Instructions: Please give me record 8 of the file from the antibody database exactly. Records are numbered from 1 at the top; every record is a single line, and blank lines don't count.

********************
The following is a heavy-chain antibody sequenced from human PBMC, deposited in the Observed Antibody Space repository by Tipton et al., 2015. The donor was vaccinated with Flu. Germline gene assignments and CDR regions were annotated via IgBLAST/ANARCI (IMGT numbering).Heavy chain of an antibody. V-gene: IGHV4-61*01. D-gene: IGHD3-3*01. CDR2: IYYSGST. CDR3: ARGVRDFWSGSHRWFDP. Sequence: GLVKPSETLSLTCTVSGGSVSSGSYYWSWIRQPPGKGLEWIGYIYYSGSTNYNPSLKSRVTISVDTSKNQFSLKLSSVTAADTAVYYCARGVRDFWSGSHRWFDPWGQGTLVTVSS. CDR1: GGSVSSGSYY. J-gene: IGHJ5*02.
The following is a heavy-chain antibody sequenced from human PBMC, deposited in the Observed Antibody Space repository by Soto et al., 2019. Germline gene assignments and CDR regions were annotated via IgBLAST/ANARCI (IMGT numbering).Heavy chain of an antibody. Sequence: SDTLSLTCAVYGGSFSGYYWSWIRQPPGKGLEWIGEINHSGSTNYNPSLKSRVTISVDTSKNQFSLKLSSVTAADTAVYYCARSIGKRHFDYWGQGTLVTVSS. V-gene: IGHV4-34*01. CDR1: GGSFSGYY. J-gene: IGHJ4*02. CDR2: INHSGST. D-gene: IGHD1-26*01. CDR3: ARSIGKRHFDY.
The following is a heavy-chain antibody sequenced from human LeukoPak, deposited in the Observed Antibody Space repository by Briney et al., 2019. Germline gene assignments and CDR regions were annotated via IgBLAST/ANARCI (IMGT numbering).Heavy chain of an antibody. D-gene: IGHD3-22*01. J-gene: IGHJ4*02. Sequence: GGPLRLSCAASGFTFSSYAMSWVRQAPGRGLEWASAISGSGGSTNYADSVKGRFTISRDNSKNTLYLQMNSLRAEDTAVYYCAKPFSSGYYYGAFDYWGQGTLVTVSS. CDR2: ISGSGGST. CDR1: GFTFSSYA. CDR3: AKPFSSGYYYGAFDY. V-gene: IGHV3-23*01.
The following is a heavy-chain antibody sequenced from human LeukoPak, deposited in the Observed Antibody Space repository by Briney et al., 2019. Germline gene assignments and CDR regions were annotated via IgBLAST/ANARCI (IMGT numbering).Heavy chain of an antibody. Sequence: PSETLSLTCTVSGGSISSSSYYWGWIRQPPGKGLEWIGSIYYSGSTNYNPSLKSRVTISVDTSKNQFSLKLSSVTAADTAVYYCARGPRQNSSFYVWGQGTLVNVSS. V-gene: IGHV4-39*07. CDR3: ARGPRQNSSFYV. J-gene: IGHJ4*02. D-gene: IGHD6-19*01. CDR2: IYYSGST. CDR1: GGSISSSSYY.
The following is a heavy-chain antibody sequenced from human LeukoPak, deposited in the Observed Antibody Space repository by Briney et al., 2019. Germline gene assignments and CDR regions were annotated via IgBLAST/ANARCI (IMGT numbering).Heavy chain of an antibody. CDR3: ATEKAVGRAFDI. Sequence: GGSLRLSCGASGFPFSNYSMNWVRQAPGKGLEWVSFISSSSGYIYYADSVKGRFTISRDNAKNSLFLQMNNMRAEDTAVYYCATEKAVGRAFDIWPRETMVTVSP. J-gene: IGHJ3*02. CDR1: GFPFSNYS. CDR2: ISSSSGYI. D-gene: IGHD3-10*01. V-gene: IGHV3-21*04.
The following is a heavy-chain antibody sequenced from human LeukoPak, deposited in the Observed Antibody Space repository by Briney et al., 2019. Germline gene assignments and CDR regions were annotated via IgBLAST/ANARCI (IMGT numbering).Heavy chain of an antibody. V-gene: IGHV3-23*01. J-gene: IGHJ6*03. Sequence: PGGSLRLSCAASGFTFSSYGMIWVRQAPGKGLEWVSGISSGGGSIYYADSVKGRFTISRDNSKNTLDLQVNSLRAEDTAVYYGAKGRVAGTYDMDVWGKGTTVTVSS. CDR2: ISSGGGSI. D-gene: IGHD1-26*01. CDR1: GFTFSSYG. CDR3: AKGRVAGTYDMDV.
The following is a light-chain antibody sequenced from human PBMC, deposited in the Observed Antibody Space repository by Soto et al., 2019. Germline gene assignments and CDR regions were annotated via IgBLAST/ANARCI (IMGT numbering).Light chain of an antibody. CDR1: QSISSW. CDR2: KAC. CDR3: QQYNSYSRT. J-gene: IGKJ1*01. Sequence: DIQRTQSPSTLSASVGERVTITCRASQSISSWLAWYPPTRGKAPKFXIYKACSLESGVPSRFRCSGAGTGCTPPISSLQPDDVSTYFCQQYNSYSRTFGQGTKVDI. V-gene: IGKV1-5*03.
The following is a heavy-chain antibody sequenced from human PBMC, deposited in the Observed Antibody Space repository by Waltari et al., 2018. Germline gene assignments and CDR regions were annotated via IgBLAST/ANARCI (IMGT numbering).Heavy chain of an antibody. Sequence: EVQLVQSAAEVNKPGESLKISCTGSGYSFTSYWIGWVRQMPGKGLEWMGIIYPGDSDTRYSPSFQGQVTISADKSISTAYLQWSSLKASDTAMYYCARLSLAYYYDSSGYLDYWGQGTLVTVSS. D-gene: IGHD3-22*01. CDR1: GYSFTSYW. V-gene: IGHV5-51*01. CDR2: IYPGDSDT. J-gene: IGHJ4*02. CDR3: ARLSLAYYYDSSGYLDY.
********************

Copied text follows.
The following is a heavy-chain antibody sequenced from human PBMC, deposited in the Observed Antibody Space repository by Waltari et al., 2018. Germline gene assignments and CDR regions were annotated via IgBLAST/ANARCI (IMGT numbering).Heavy chain of an antibody. Sequence: EVQLVQSAAEVNKPGESLKISCTGSGYSFTSYWIGWVRQMPGKGLEWMGIIYPGDSDTRYSPSFQGQVTISADKSISTAYLQWSSLKASDTAMYYCARLSLAYYYDSSGYLDYWGQGTLVTVSS. D-gene: IGHD3-22*01. CDR1: GYSFTSYW. V-gene: IGHV5-51*01. CDR2: IYPGDSDT. J-gene: IGHJ4*02. CDR3: ARLSLAYYYDSSGYLDY.